B) Composition

The manufacture of a composition comprising ethylene polymers was carried out in suspension in isobutane in two loop reactors connected in series and separated by a device which makes it possible continuously to carry out the reduction in pressure.

Isobutane, ethylene, hydrogen, triethylaluminium and one of the catalysts (I) or (II) above were continuously introduced into the first loop reactor and the polymerization of ethylene was carried out in this mixture in order to form the homopolymer (A). This mixture, additionally comprising the homopolymer (A), was continuously withdrawn from the said reactor and was subjected to a reduction in pressure (˜50° C., 0.6 MPa), so as to remove at least a portion of the hydrogen. The resulting mixture, at least partially degassed of hydrogen, was then continuously introduced into a second polymerization reactor, at the same time as ethylene, hexene, isobutane and hydrogen, and the polymerization of the ethylene and of the hexene was carried out therein in order to form the ethylene/1-hexene copolymer (B). The suspension comprising the composition comprising ethylene polymers was continuously withdrawn from the second reactor and this suspension was subjected to a final reduction in pressure, so as to evaporate the isobutane and the reactants present (ethylene, hexene and hydrogen) and to recover the composition in the form of a powder, which was subjected to drying in order to complete the degassing of the isobutane.

The other polymerisation conditions are specified in Table 1. The properties of the compositions are presented in Table 2.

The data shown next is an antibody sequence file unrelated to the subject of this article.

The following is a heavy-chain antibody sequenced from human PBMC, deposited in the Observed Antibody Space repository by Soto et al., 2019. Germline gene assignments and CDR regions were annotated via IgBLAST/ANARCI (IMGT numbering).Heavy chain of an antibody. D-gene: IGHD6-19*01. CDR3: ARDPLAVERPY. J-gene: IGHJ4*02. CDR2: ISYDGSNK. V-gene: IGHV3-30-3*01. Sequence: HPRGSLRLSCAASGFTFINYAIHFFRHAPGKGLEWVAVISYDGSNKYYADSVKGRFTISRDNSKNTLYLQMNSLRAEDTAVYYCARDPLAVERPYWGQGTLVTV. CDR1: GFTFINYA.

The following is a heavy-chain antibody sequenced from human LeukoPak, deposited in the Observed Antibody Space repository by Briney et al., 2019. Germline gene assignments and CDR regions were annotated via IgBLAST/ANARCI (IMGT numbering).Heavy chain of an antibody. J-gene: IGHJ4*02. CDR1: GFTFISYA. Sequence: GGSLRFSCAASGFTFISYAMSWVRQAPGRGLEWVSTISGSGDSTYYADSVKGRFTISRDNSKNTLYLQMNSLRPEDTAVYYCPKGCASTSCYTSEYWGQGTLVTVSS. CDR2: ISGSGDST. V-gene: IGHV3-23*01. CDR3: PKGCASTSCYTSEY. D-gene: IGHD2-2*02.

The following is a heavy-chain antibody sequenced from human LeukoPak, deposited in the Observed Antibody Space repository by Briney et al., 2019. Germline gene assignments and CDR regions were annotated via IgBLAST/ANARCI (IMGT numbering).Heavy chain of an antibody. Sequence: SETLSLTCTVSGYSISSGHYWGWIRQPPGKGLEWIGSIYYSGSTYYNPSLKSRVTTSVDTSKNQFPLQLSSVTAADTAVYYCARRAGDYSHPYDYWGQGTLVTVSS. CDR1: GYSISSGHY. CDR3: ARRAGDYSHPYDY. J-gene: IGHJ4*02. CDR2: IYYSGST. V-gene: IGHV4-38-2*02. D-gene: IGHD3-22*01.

The properties of the compositions are presented in Table 2. Compositions A, B and 2-7 were made into pellet form using a pilot plant scale extrusion line capable of making a homogeneous blend of the ethylene polymers (A) and (B). The extruder used was a Kobe LCM50G twin rotor, counter-rotating extruder equipped with a 37 kW motor, KN-001 gear pump and underwater pelletizer. Powder and additive concentrate were fed with two separate loss in weight twin screw feeders. The extruder was operated at an output between 50 and 80 kg/h, 800 rpm screw speed, 0.8 bar gear pump suction pressure, 180-230 kWh/t specific energy and 240-270° C. melt temperature. During this process stabilisers were added and a flow of nitrogen gas or a mixture of oxygen diluted in nitrogen was introduced at the feeders and the extruder inlet hopper in so as to control the amount of air carried forward with the composition into the extruder itself. The oxygen level measured in the extruder hopper was maintained at 9-11 wt %, thus causing reticulation to take place.

The composition of Example C in powder form was made into pellet form using a Kobe LCM100H extruder with gear pump under the following conditions; 500 kg/h throughput, 470 rpm screw speed, closed gate @ 1.25 mm, 0.8 bar gear pump suction pressure, 220-225 kWh/t, 255-260° C. melt temperature. During this process stabilisers were added and a flow of nitrogen gas was introduced at various points of the extruder (mainly at the feed hopper) in order to minimise the amount of air carried forward with the composition into the extruder itself. The oxygen level measured in the extruder hopper was kept below 0.1 wt %, thereby ensuring that essentially no reticulation took place. The properties of unreticulated Example C are shown in Table 5.

A further sample of the composition of Example C in powder form was also made into pellet form using a Kobe LCM100H extruder under the following conditions; 500 kg/h throughput, 470 rpm screw speed, closed gate @ 1.25 mm, 0.8 bar gear pump suction pressure, 220-225 kWh/t specific energy, 255-260° C. melt temperature. During this process stabilisers were added and a flow of nitrogen gas was introduced at various points of the extruder (mainly at the feed hopper) in such a manner to control the amount of air carried forward with the composition into the extruder itself. The oxygen level measured in the extruder hopper was maintained at 9-11 wt %, thus causing reticulation to take place. The properties of reticulated Example C1 are shown in Table 5.

A new Example C2 (also shown in Table 5) was made by making a physical blend of 50 wt % of the unreticulated Example C and 50 wt % of the reticulated Example C1 using a tumble mixing device.